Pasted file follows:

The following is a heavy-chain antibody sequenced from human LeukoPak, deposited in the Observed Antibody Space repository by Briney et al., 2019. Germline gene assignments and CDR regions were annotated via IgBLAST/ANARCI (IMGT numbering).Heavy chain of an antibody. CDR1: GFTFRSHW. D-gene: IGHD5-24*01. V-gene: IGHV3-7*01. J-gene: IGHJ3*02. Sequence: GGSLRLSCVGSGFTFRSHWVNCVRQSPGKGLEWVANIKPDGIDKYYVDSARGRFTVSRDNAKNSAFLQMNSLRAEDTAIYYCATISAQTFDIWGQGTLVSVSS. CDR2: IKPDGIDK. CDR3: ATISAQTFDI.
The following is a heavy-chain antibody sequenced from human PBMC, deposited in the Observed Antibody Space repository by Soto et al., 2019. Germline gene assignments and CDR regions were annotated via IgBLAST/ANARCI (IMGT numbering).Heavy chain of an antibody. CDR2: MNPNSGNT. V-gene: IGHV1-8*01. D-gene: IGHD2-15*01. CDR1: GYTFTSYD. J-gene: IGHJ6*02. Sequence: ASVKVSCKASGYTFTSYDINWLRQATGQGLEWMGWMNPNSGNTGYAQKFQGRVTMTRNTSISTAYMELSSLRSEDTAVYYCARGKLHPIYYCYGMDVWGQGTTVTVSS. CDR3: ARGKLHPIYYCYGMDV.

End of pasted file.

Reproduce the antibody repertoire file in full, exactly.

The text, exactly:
The following is a heavy-chain antibody sequenced from human LeukoPak, deposited in the Observed Antibody Space repository by Briney et al., 2019. Germline gene assignments and CDR regions were annotated via IgBLAST/ANARCI (IMGT numbering).Heavy chain of an antibody. CDR1: GFTFRSHW. D-gene: IGHD5-24*01. V-gene: IGHV3-7*01. J-gene: IGHJ3*02. Sequence: GGSLRLSCVGSGFTFRSHWVNCVRQSPGKGLEWVANIKPDGIDKYYVDSARGRFTVSRDNAKNSAFLQMNSLRAEDTAIYYCATISAQTFDIWGQGTLVSVSS. CDR2: IKPDGIDK. CDR3: ATISAQTFDI.
The following is a heavy-chain antibody sequenced from human PBMC, deposited in the Observed Antibody Space repository by Soto et al., 2019. Germline gene assignments and CDR regions were annotated via IgBLAST/ANARCI (IMGT numbering).Heavy chain of an antibody. CDR2: MNPNSGNT. V-gene: IGHV1-8*01. D-gene: IGHD2-15*01. CDR1: GYTFTSYD. J-gene: IGHJ6*02. Sequence: ASVKVSCKASGYTFTSYDINWLRQATGQGLEWMGWMNPNSGNTGYAQKFQGRVTMTRNTSISTAYMELSSLRSEDTAVYYCARGKLHPIYYCYGMDVWGQGTTVTVSS. CDR3: ARGKLHPIYYCYGMDV.